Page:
A Systematic Review of Conceptual Frameworks of Medical Complexity and New Model Development.
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BACKGROUND: Patient complexity is often operationalized by counting multiple chronic conditions (MCC) without considering contextual factors that can affect patient risk for adverse outcomes. OBJECTIVE: Our objective was to develop a conceptual model of complexity addressing gaps identified in a review of published conceptual models. DATA SOURCES: We searched for English-language MEDLINE papers published between 1 January 2004 and 16 January 2014. Two reviewers independently evaluated abstracts and all authors contributed to the development of the conceptual model in an iterative process. RESULTS: From 1606 identified abstracts, six conceptual models were selected. One additional model was identified through reference review. Each model had strengths, but several constructs were not fully considered: 1) contextual factors; 2) dynamics of complexity; 3) patients' preferences; 4) acute health shocks; and 5) resilience. Our Cycle of Complexity model illustrates relationships between acute shocks and medical events, healthcare access and utilization, workload and capacity, and patient preferences in the context of interpersonal, organizational, and community factors. CONCLUSIONS/IMPLICATIONS: This model may inform studies on the etiology of and changes in complexity, the relationship between complexity and patient outcomes, and intervention development to improve modifiable elements of complex patients.
Published Version (Please cite this version)
Zullig, Leah L, Heather E Whitson, Susan N Hastings, Chris Beadles, Julia Kravchenko, Igor Akushevich and Matthew L Maciejewski (2016). A Systematic Review of Conceptual Frameworks of Medical Complexity and New Model Development. J Gen Intern Med, 31(3). pp. 329–337. 10.1007/s11606-015-3512-2 Retrieved from https://hdl.handle.net/10161/14815.
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Leah L. Zullig, PhD, MPH is a health services researcher and an implementation scientist. She is a Professor in the Duke Department of Population Health Sciences and an investigator with the Center of Innovation to Accelerate Discovery and Practice Transformation (ADAPT) at the Durham Veterans Affairs Health Care System. Dr. Zullig’s overarching research interests address three domains: improving cancer care delivery and quality; promoting cancer survivorship and chronic disease management; and improving medication adherence. Throughout these three area of foci Dr. Zullig uses an implementation science lens with the goal of providing equitable care for all by implementing evidence-based practices in a variety of health care environments. She has authored over 150 peer-reviewed publications.
Dr. Zullig completed her BS in Health Promotion, her MPH in Public Health Administration, and her PhD in Health Policy.
Areas of expertise: Implementation Science, Health Measurement, Health Policy, Health Behavior, Telehealth, and Health Services Research
Dr. Whitson's research is focused on improving care options and resilience for people with multiple chronic conditions. In particular, she has interest and expertise related to the link between age-related changes in the eye and brain (e.g., How does late-life vision loss impact the aging brain or cognitive outcomes? Is Alzheimer's disease associated with distinctive changes in the retina, and could such changes help diagnose Alzheimer's disease early in its course?). Dr. Whitson leads a collaborative Alzheimer's Disease initiative that brings together investigators from Duke University and the University of North Carolina (UNC) at Chapel Hill, with a bold vision to transform dementia research and care across Eastern North Carolina. Dr. Whitson is also interested in improving health services to better meet the needs of medically complex patients. Within the Duke Aging Center, she leads research efforts aimed at promoting resilience to late-life stressors (e.g., surgery, sensory loss, infection). She has developed a novel rehabilitation model for people with co-existing vision and cognitive deficits, and she is part of a inter-disciplinary team seeking to improve peri-operative outcomes for frail or at-risk seniors who must undergo surgery. As a co-leader of a national resilience collaborative, she seeks to better understand the biological and psychological factors that determine how well we "bounce back" after health stressors.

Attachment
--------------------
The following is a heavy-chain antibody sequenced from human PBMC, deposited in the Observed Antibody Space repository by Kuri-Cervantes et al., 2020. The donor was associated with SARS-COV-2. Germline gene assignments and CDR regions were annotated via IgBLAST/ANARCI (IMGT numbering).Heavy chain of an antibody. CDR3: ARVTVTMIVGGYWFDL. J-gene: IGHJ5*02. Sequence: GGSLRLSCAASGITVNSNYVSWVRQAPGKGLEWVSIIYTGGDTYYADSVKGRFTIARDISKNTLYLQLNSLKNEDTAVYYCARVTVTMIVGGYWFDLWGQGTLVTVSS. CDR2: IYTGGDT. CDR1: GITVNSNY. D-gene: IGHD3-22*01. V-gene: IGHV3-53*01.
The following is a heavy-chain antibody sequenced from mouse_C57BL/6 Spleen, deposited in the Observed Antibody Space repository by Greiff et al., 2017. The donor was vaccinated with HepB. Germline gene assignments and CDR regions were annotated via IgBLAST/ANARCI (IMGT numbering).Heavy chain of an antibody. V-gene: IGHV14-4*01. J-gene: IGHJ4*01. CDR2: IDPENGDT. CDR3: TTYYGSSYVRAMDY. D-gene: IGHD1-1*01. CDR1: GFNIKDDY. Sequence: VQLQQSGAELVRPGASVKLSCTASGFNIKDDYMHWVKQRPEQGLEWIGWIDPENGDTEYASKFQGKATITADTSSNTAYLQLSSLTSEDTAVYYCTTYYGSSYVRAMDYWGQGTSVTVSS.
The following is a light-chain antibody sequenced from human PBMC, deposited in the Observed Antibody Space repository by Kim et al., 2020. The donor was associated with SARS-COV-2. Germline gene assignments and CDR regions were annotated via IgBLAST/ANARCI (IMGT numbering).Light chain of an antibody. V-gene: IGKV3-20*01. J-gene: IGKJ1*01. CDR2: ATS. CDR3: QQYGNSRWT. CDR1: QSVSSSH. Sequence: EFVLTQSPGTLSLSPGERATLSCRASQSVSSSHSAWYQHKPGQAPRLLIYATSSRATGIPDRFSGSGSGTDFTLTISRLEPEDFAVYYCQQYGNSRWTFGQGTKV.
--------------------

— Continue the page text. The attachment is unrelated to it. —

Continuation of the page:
Matt Maciejewski, PhD is a Professor in the Department of Population Health Sciences. He is also a Senior Research Career Scientist and Director of the Non-randomized Design Lab in the Center of Innovation to Accelerate Discovery and Practice Transformation at the Durham VA Medical Center. Matt also holds Adjunct Professor appointments in the Schools of Public Health and Pharmacy at the University of North Carolina at Chapel Hill.
He has received funding from NIDDK, NIDA, CMS, AHRQ, VA HSR&D, and the RWJ Foundation to conduct evaluation of long-term clinical and economic outcomes of surgical interventions, behavioral interventions and Medicare program/policy changes on patients with obesity or cardiometabolic conditions. He is also interested in methods for addressing unobserved confounding in observational studies. Matt evaluated the first-ever population-based implementation of value-based insurance design and led the first-ever linkage of lab results and Medicare FFS claims. He has published over 250 papers in peer-reviewed journals such as JAMA, JAMA Internal Medicine, JAMA Surgery, Annals of Internal Medicine, Health Economics, Medical Care, Health Services Research, Journal of Clinical Epidemiology and Diabetes Care.
Areas of expertise: Health Services Research, Health Economics, Health Policy, Multimorbidity
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